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Forum topic by Manitario posted 1077 days ago 1412 views 1 time favorited 23 replies Add to Favorites Watch
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Manitario

2264 posts in 1486 days


1077 days ago

Topic tags/keywords: handplane restoration

I’ve started to restore a couple of hand planes and I have a few questions for those of you with more experience with this. First plane is a Stanley Bailey #4 type 12. I’ve been attempting to flatten the sole; how flat is flat enough?? I have read that the important parts are to have the toe, mouth and heel all flat relative to each other. Currently it appears that there is a very slight convexity to the sole, ie. the toe and heel are 0.002” and 0.004” out compared to the mouth. The other question regarding this plane is the edge of the mouth is not perfectly even; the pic demonstrates it better

Does this matter or should I keep taking metal off?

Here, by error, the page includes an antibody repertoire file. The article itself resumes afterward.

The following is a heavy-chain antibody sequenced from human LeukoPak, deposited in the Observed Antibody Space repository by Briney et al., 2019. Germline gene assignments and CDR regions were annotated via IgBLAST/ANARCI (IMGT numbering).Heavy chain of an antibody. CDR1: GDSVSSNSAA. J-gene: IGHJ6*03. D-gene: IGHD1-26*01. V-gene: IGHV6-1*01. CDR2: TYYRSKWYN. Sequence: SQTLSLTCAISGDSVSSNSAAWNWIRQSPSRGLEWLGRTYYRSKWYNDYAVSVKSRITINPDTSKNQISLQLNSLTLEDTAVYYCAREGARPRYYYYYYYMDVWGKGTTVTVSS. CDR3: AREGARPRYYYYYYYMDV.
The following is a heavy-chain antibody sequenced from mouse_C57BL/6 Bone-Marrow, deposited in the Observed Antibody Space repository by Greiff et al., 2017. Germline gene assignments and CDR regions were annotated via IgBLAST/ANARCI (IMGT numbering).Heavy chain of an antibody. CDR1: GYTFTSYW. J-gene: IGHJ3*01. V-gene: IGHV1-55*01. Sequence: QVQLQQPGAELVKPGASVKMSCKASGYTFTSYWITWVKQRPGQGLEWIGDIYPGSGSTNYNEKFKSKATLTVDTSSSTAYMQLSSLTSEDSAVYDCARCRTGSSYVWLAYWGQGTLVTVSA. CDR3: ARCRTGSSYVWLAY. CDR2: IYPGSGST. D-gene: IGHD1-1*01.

Second plane is a Stanley Sweetheart #5; the sole is surprisingly flat, but has several scrapes in it, again the pic shows this better than I can describe it. Does this matter; should I work these out?

I’m excited to get these planes working and to start using handplanes in my shop.
Thanks!

-- Sometimes the creative process requires foul language. -- Charles Neil


23 replies so far

View Bertha's profile

Bertha

12951 posts in 1296 days


#1 posted 1077 days ago

0.002-.004 would be just fine in my shop, as would the irregular mouth. I’m interested to see the comments below. They will determine whether I’m 1) practical or 2) a slob. ;)

-- My dad and I built a 65 chev pick up.I killed trannys in that thing for some reason-Hog

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Manitario

2264 posts in 1486 days


#2 posted 1077 days ago

I’m all for being practical…as much fun as it is to sand a plane sole for hours…

-- Sometimes the creative process requires foul language. -- Charles Neil

View CharlieM1958's profile

CharlieM1958

15667 posts in 2821 days


#3 posted 1077 days ago

When it’s all uniformly shiny, it’s done. That’s my theory, anyway.

-- Charlie M. "Woodworking - patience = firewood"

View WayneC's profile